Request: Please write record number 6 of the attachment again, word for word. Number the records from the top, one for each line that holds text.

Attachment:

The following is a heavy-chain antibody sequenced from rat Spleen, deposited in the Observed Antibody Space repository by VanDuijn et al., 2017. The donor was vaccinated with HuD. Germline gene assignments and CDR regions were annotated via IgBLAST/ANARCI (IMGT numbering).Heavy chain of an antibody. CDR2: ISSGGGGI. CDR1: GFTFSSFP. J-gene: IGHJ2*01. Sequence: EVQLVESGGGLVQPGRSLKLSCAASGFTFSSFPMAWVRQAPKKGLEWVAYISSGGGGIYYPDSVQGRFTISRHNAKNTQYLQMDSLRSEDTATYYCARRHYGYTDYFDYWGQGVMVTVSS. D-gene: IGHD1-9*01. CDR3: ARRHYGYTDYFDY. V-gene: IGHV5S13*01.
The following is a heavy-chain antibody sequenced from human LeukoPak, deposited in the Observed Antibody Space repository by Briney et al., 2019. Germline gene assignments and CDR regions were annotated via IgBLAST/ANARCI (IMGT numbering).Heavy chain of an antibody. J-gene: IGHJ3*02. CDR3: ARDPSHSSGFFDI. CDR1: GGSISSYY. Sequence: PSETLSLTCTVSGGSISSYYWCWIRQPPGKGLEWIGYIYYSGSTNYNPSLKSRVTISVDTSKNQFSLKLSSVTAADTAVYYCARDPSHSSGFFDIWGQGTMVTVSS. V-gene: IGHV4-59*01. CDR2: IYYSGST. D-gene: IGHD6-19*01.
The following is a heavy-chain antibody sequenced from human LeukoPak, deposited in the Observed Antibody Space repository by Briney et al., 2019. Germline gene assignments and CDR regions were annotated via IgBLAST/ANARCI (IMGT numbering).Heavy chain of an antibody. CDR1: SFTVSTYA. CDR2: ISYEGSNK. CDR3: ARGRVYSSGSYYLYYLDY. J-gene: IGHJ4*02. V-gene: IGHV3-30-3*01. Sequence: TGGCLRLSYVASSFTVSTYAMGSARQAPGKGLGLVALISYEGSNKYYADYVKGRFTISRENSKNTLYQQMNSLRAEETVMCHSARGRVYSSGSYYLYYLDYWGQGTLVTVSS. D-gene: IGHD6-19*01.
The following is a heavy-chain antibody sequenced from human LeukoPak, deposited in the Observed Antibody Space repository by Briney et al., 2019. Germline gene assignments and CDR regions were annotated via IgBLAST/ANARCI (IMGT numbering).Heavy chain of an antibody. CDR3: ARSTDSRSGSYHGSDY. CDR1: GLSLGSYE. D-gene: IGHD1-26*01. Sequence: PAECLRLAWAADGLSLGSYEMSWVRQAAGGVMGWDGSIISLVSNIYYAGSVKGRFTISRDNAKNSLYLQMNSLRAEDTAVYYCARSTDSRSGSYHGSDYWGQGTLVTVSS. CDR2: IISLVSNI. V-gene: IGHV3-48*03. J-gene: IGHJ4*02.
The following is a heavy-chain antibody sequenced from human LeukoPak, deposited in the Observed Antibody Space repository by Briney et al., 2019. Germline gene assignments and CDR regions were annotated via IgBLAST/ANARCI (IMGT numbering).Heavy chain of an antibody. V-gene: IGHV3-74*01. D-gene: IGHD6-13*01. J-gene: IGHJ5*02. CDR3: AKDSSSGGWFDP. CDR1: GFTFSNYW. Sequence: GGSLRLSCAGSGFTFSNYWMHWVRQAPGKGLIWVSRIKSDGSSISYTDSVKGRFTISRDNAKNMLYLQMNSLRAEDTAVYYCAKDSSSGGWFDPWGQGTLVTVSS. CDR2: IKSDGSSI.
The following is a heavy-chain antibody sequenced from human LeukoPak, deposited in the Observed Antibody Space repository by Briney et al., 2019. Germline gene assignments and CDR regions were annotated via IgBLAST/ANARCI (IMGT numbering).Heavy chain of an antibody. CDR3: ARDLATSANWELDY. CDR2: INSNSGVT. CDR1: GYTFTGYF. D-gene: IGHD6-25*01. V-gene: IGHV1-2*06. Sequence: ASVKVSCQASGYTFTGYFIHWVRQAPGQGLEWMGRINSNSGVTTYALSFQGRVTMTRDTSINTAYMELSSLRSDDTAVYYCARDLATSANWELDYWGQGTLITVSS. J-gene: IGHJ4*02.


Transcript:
The following is a heavy-chain antibody sequenced from human LeukoPak, deposited in the Observed Antibody Space repository by Briney et al., 2019. Germline gene assignments and CDR regions were annotated via IgBLAST/ANARCI (IMGT numbering).Heavy chain of an antibody. CDR3: ARDLATSANWELDY. CDR2: INSNSGVT. CDR1: GYTFTGYF. D-gene: IGHD6-25*01. V-gene: IGHV1-2*06. Sequence: ASVKVSCQASGYTFTGYFIHWVRQAPGQGLEWMGRINSNSGVTTYALSFQGRVTMTRDTSINTAYMELSSLRSDDTAVYYCARDLATSANWELDYWGQGTLITVSS. J-gene: IGHJ4*02.